Karen's been in tears ever since, everybody's shouted and yelled and there's been a huge scene, and nobody got mad at me because Magda and Suzi protected me and didn't tell Karen I was even in on it. Tiffany apparently didn't have any idea I was in on it either.

So how, again, do I hold myself up as being any better than anyone else here?

Thursday, December 01, 2005

Walking in the Shadow of the Valley of the Dolls

Feminism, some sage once remarked, is the radical idea that women are people, too. But my workplace is making me start to wonder.

Lately the male presence at my workplace (total staff ~55) has been noticeably dwindling. I think this is a real shame. I like men. They look so nice when they're dressed up, and they're handy if you want to move your desk or get something off the top shelf in the breakroom. Also, if you go out for drinks, they usually buy.

When I tell my husband about the shenanigans at work - how Magda is pissed at Suzi because Suzi made negative remarks about Magda in what was supposed to be an anonymous feedback document, and Tiffany turned around and showed it to Magda - or how Karen's in trouble for telling her underlings that in any "real" company, she'd be Ursula and Tiffany's boss, and it's gotten back to them - or how Suzi started a fairly implausible rumor about me and a male coworker, which Tiffany later brought up in my quarterly performance review - or this whole current situation - my husband laughs, and shakes his head, and says, "You know, women just have no business in the workplace."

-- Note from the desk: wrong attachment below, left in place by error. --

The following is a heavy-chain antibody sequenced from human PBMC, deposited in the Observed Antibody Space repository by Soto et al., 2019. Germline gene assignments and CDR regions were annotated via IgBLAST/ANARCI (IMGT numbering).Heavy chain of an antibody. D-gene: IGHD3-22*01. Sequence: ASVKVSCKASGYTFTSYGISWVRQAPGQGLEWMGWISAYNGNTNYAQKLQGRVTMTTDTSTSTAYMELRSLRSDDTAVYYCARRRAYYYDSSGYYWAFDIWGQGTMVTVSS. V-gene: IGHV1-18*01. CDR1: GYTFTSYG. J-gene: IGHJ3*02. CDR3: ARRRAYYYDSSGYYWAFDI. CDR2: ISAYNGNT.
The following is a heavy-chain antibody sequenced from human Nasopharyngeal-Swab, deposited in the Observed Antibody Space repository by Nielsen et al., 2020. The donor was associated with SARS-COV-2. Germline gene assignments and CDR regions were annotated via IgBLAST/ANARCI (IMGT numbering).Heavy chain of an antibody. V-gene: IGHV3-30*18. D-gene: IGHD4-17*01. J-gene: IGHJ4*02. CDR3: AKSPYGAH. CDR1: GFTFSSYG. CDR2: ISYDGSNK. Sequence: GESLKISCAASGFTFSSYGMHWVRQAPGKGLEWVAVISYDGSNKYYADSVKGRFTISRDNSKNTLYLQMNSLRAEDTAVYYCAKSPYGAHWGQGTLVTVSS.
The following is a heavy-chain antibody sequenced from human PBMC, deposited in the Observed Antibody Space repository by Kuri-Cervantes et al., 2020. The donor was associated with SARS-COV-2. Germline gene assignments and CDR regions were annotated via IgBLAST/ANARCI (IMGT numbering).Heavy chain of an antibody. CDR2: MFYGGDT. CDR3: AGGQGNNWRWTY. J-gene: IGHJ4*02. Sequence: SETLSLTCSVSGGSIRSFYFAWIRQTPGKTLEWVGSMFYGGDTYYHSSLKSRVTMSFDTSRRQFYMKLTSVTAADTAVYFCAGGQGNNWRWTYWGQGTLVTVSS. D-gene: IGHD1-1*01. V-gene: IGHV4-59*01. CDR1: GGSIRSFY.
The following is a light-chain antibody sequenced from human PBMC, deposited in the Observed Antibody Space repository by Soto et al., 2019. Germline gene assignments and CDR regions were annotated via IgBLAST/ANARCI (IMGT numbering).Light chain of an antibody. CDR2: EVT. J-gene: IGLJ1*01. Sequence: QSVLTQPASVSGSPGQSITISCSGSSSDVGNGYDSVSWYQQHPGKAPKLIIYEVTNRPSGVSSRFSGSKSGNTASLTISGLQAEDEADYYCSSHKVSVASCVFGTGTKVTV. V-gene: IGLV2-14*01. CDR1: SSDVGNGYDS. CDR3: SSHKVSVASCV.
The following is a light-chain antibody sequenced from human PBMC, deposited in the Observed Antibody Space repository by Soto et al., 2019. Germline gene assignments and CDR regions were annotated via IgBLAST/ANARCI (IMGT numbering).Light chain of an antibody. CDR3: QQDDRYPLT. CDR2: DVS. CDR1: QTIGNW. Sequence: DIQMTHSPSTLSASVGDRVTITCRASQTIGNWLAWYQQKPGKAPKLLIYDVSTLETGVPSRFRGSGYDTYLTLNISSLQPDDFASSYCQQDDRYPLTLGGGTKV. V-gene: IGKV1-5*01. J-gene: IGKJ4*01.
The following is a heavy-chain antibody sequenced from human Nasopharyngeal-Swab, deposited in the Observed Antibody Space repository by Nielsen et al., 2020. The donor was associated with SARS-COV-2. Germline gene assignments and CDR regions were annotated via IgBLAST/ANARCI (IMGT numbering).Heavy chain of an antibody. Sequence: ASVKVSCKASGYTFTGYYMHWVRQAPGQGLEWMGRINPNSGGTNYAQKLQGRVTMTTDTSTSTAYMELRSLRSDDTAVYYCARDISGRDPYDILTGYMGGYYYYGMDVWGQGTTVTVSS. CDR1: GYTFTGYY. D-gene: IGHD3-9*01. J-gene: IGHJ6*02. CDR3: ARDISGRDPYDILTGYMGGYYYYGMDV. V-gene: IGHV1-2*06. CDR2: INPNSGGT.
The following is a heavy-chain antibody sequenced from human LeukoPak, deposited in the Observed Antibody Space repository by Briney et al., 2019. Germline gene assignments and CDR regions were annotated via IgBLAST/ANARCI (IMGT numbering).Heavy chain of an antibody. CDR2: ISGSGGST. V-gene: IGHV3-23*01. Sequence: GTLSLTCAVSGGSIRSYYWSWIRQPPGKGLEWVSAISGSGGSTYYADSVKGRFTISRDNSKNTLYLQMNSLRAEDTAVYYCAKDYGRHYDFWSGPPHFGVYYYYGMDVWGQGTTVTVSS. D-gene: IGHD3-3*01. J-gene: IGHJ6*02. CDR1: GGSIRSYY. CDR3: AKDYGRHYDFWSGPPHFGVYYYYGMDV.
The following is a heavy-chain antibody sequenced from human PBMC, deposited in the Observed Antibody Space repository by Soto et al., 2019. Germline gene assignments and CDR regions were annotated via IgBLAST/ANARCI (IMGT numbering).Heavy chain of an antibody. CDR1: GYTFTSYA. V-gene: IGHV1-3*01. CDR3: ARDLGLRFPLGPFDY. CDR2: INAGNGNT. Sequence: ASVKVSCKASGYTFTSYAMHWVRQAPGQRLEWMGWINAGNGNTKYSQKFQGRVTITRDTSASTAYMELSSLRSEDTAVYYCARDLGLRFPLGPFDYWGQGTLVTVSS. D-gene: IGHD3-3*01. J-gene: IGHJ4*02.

This always pisses me off, but frighteningly, I'm beginning to see his point. It's always been an intensely political place, but I swear it's getting worse and worse, the more the men get weeded out. Are we suffering from testosterone withdrawal? What the hell?!

Whatever it is, I'm about to OD on weirdness. Spending 10 hours a day in this crazy scene is seriously messing with my head. I'm losing my mind...